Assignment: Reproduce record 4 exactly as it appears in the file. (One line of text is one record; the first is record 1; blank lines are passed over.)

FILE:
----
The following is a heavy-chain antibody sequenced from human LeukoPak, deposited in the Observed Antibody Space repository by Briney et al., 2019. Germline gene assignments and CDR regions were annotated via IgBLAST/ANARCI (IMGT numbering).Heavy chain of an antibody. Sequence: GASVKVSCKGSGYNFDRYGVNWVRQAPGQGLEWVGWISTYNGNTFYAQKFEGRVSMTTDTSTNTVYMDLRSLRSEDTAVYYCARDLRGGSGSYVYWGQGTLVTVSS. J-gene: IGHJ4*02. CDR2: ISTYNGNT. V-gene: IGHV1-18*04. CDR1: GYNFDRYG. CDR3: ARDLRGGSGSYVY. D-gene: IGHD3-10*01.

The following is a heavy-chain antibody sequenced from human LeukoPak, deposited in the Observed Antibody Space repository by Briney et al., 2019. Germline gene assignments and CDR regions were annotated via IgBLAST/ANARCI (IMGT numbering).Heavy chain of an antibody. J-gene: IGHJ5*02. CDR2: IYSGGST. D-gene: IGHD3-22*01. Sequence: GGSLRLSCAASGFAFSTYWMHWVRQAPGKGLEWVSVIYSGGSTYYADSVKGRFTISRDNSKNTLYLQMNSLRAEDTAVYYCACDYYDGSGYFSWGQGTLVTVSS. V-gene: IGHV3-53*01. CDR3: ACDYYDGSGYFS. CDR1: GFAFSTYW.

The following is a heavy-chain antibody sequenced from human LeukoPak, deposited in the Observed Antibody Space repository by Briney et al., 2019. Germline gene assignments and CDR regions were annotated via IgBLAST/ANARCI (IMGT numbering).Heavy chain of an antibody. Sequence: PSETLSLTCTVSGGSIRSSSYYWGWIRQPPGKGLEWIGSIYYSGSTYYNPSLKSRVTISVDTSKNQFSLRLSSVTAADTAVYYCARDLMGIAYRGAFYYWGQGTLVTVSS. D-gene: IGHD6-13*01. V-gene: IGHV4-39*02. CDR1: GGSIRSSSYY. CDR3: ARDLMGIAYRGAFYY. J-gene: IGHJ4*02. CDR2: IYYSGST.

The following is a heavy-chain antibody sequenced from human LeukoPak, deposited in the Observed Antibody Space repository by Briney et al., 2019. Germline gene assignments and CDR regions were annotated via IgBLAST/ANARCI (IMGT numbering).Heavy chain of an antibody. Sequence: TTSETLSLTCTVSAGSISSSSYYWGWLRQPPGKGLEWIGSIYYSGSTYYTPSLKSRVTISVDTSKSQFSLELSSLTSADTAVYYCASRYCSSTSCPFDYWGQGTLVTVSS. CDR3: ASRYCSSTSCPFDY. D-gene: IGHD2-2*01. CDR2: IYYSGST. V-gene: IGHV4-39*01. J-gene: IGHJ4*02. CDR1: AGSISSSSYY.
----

The following is a heavy-chain antibody sequenced from human LeukoPak, deposited in the Observed Antibody Space repository by Briney et al., 2019. Germline gene assignments and CDR regions were annotated via IgBLAST/ANARCI (IMGT numbering).Heavy chain of an antibody. Sequence: TTSETLSLTCTVSAGSISSSSYYWGWLRQPPGKGLEWIGSIYYSGSTYYTPSLKSRVTISVDTSKSQFSLELSSLTSADTAVYYCASRYCSSTSCPFDYWGQGTLVTVSS. CDR3: ASRYCSSTSCPFDY. D-gene: IGHD2-2*01. CDR2: IYYSGST. V-gene: IGHV4-39*01. J-gene: IGHJ4*02. CDR1: AGSISSSSYY.